As its name suggests, the L3C is a hybrid form of a for-profit limited liability company, or LLC. The LLC is an established form of business entity in most states and U.S. territories and on several Native American reservations. Basing the L3C on the LLC model was a strategic decision that ensured the L3C would have the LLC’s flexible profit, loss, and taxation features. LLCs themselves are hybrids of corporations and partnerships. Like the liability of shareholders of a corporation, the liability of LLC owners, or members, is limited. The LLC is like a partnership, however, in that the organization can be structured to bear no direct tax consequences. For federal income tax purposes, the profit and loss tax liabilities may be passed through to the LLC’s members unless the operating agreement specifies otherwise.
The L3C modifies the standard LLC in a couple of important respects. First, an L3C’s organizing document, called articles of organization, must set forth as its primary business objective “one or more charitable or educational purposes,” as defined by the Internal Revenue Code. In addition, the term “low profit” is embedded in the title of the business form to put investors and philanthropic funders on notice that the entity is motivated first and foremost by its expressed social mission, but not necessarily to the exclusion of making money.
Second, the L3C’s articles of organization must state that the operating agreement among its members contain specific language that mirrors IRS regulations regarding program-related investments, or PRIs. Facilitating the use of PRIs is at the heart of the L3C structural concept. Authorized by Congress in the Tax Reform Act of 1969, a PRI is an investment that a foundation makes in a nonprofit or for-profit venture to support a charitable project or activity, with the potential of a return on the foundation’s capital over a period of time. A PRI can be any type of investment vehicle, such as a loan or loan guarantee, line of credit, asset purchase, recoverable grant, or equity investment. Notably, foundations can use PRIs to meet their federally mandated 5 percent minimum payout obligation. To deter investments in speculative deals, an investment must meet three tests to qualify as a PRI: 1) its primary purpose must be to further the tax-exempt objectives of the foundation, 2) the production of income or the appreciation of property cannot be a significant purpose, and 3) it cannot be used for political lobbying or campaigning. By nature, PRIs are intended to be high-risk and/or low-return.
At the core of the L3C concept is the use of PRIs as part of a multiple-tiered, or layered, investment strategy that, theoretically, will help attract a wide range of both socially motivated and profit-oriented investments. Following this strategy, a foundation makes a PRI in an L3C and accepts a lower-than-market rate of return as well as a disproportionately higher risk—or “first risk”—position, which in turn attracts other for-profit investors by lowering their risk and increasing their potential rate of return. The diagram illustrates the mechanics of a sample L3C layered investment strategy and shows how different types of investors can formulate a plan that best suits the risk-to-reward ratios each is willing to accept.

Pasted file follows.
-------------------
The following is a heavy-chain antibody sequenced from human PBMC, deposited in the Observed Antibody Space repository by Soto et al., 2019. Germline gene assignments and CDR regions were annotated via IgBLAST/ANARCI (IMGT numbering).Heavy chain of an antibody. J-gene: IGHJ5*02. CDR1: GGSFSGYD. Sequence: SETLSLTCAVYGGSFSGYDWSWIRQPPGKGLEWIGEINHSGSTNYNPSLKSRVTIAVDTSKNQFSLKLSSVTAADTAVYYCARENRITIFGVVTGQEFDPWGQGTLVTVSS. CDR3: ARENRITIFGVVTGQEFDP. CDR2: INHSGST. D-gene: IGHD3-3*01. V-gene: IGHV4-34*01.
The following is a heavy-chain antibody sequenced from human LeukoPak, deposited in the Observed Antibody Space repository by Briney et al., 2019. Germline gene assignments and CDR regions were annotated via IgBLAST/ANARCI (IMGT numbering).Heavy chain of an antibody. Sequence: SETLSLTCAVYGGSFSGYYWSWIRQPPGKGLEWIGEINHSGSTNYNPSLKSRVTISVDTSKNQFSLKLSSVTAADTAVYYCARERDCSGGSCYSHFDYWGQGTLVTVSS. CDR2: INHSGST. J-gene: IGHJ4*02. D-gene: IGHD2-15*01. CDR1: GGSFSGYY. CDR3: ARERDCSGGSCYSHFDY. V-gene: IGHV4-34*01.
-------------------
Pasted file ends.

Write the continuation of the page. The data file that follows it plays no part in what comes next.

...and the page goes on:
A for-profit entity does not need to organize as an L3C to utilize PRIs for charitable purposes. But Lang and Owens contend that PRIs are significantly underutilized. Of the nearly 80,000 private foundations operating in the U.S. today, only 5 percent make PRIs, and these are primarily loans to charities. According to Lang and Owens, foundations typically don’t engage in PRIs because of the perceived need to seek prior approval from the IRS to ensure compliance with PRI requirements. Upon request and for a fee, the IRS will issue a private letter ruling that states whether a proposed investment will qualify as a PRI. A private letter ruling is not required by law, but the risks of a post-investment determination by the IRS that a foundation’s investment does not qualify as a PRI may include financial penalties. In addition, when the investment is subsequently subtracted from the foundation’s calculation of tax-exempt purpose expenditures, the foundation may face more penalties or even lose its nonprofit status if the subtraction results in falling short of the 5 percent payout requirement. However, obtaining a private letter ruling can be very costly and time-consuming. The costs and perceived risks of seeking or failing to seek private letter rulings deter some foundations from making PRIs. The L3C is structured to help address these barriers and thus facilitate PRIs by requiring the operating agreement among an L3C’s members to include language that sets forth the federal legal requirements for PRIs. This is intended to provide assurance to foundations that their investments in L3Cs comply with federal tax requirements and thus qualify as PRIs without the added expense and time needed to obtain private letter rulings.